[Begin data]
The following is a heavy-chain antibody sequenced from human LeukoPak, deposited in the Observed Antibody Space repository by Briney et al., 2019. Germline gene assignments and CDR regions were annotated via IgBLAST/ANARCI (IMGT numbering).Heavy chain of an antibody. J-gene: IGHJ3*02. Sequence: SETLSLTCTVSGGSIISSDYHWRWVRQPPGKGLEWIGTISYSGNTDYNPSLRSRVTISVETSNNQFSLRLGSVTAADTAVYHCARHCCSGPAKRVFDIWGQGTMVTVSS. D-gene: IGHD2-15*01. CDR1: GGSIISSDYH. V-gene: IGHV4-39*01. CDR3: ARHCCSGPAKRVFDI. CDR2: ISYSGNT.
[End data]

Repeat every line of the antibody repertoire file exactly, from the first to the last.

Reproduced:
The following is a heavy-chain antibody sequenced from human LeukoPak, deposited in the Observed Antibody Space repository by Briney et al., 2019. Germline gene assignments and CDR regions were annotated via IgBLAST/ANARCI (IMGT numbering).Heavy chain of an antibody. J-gene: IGHJ3*02. Sequence: SETLSLTCTVSGGSIISSDYHWRWVRQPPGKGLEWIGTISYSGNTDYNPSLRSRVTISVETSNNQFSLRLGSVTAADTAVYHCARHCCSGPAKRVFDIWGQGTMVTVSS. D-gene: IGHD2-15*01. CDR1: GGSIISSDYH. V-gene: IGHV4-39*01. CDR3: ARHCCSGPAKRVFDI. CDR2: ISYSGNT.